Diarrhea and Birth Control Pills

Does Having Diarrhea Mean You Can't Count on Your Birth Control Pills?

Woman with birth control pills
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One of the major reasons for an unintended pregnancy is the inconsistent use of birth control pills. Typically that happens as the result of forgetting to take the pills as prescribed. However, it is possible that when a person has diarrhea, the effective dosage of the contraceptive medication can be compromised. Let's take a look at what this means for you, whether you are experiencing an acute episode of diarrhea, or are dealing with it on a more chronic basis, because you have diarrhea-predominant IBS (IBS-D).


Acute Cases of Diarrhea and the Pill

If your diarrhea has come upon you suddenly due to an illness or food poisoning, it is likely that the effectiveness of your birth control pills may be affected. This is because the active ingredients in your pill formulation may not be adequately absorbed. The rule of thumb is to assume that you can no longer count on your pills to keep you from getting pregnant if you have severe diarrhea for more than 24 hours. This means that you have passed six to eight watery stools in a 24 hour period for more than one day.

How to proceed? Call your physician and tell them what is happening. Most likely they will tell you to try to continue to finish out your pack of pills but to be sure to use an alternate method of contraception for the next seven days.

What If You Have Chronic Diarrhea from IBS?

The question as to whether IBS diarrhea affects the effectiveness of birth control pills is an excellent one.

As discussed above, since diarrhea may interfere with absorption of hormonal ingredients, thus limiting effectiveness, it is quite understandable to wonder if this applies to diarrhea bouts that are part of IBS, particularly since the ramifications are so serious -- an unwanted pregnancy.

Unfortunately, research on the subject appears to be almost non-existent.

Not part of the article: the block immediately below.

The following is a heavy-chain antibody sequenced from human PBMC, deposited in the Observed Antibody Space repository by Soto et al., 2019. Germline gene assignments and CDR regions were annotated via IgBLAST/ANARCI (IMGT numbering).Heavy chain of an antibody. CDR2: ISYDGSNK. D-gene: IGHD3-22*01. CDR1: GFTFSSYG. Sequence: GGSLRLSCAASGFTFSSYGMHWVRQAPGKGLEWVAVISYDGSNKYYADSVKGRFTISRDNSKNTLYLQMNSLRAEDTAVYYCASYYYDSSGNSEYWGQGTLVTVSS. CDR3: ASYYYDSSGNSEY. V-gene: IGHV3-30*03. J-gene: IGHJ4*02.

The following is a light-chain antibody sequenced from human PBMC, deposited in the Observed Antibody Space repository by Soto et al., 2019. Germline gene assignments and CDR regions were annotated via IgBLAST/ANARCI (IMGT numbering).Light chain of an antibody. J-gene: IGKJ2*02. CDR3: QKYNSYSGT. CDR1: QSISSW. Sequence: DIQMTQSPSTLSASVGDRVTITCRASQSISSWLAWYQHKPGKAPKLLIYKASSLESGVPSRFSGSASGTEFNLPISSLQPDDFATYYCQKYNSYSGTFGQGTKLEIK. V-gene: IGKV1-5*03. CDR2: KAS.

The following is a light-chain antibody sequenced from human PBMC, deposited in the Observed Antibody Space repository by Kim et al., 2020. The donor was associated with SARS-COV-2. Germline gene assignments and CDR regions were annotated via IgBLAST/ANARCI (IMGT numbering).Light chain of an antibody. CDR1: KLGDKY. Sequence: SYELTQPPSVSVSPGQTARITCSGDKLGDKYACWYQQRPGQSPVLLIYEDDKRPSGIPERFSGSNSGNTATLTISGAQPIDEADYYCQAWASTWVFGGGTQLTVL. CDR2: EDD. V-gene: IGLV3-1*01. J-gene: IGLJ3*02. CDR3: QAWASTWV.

I was able to find one meta-analysis regarding hormonal contraceptive use in women with inflammatory bowel disease -- a different medical problem than IBS, but with chronic diarrhea as a shared symptom. This review concluded that there was no difference in absorption rates of "higher-dose combined oral contraceptives between women with mild ulcerative colitis and small ileal resections" and placebo subjects.

The hormones of the pill are absorbed primarily at the level of the small intestine and therefore It is thus possible that although they can feel pretty severe, diarrhea episodes from IBS may not result in the absorption difficulties that occur when your body is dealing with an infection. If this is the case, then one should be able to have confidence that your birth control pills are working in spite of your IBS. However, since the stakes are high, you should have a frank discussion with your obstetrician/gynecologist about your digestive symptoms so that together you can make a decision as to the most effective birth control option for you.


"Combination birth control pills" Mayo Clinic Accessed January 12, 2016.

Zapata, L., et.al. "Contraceptive use among women with inflammatory bowel disease: A systematic review" Contraception 2010 82:72-85.

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